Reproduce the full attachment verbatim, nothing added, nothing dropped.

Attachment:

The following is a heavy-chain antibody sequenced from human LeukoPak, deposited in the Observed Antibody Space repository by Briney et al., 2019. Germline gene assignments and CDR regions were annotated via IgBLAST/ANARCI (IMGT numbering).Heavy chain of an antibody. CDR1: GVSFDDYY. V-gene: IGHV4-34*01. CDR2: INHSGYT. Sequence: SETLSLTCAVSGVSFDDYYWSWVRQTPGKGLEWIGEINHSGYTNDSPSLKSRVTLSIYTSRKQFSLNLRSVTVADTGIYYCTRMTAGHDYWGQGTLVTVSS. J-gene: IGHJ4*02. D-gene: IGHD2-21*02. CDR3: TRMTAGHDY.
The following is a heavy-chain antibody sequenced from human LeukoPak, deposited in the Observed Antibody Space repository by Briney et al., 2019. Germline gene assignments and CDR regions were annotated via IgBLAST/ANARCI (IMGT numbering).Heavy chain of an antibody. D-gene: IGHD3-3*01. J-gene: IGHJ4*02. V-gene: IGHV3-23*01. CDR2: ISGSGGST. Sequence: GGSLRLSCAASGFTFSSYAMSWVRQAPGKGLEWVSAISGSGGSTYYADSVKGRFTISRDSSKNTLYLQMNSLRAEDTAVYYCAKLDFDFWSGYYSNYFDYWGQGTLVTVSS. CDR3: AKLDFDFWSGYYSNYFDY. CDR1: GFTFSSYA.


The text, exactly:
The following is a heavy-chain antibody sequenced from human LeukoPak, deposited in the Observed Antibody Space repository by Briney et al., 2019. Germline gene assignments and CDR regions were annotated via IgBLAST/ANARCI (IMGT numbering).Heavy chain of an antibody. CDR1: GVSFDDYY. V-gene: IGHV4-34*01. CDR2: INHSGYT. Sequence: SETLSLTCAVSGVSFDDYYWSWVRQTPGKGLEWIGEINHSGYTNDSPSLKSRVTLSIYTSRKQFSLNLRSVTVADTGIYYCTRMTAGHDYWGQGTLVTVSS. J-gene: IGHJ4*02. D-gene: IGHD2-21*02. CDR3: TRMTAGHDY.
The following is a heavy-chain antibody sequenced from human LeukoPak, deposited in the Observed Antibody Space repository by Briney et al., 2019. Germline gene assignments and CDR regions were annotated via IgBLAST/ANARCI (IMGT numbering).Heavy chain of an antibody. D-gene: IGHD3-3*01. J-gene: IGHJ4*02. V-gene: IGHV3-23*01. CDR2: ISGSGGST. Sequence: GGSLRLSCAASGFTFSSYAMSWVRQAPGKGLEWVSAISGSGGSTYYADSVKGRFTISRDSSKNTLYLQMNSLRAEDTAVYYCAKLDFDFWSGYYSNYFDYWGQGTLVTVSS. CDR3: AKLDFDFWSGYYSNYFDY. CDR1: GFTFSSYA.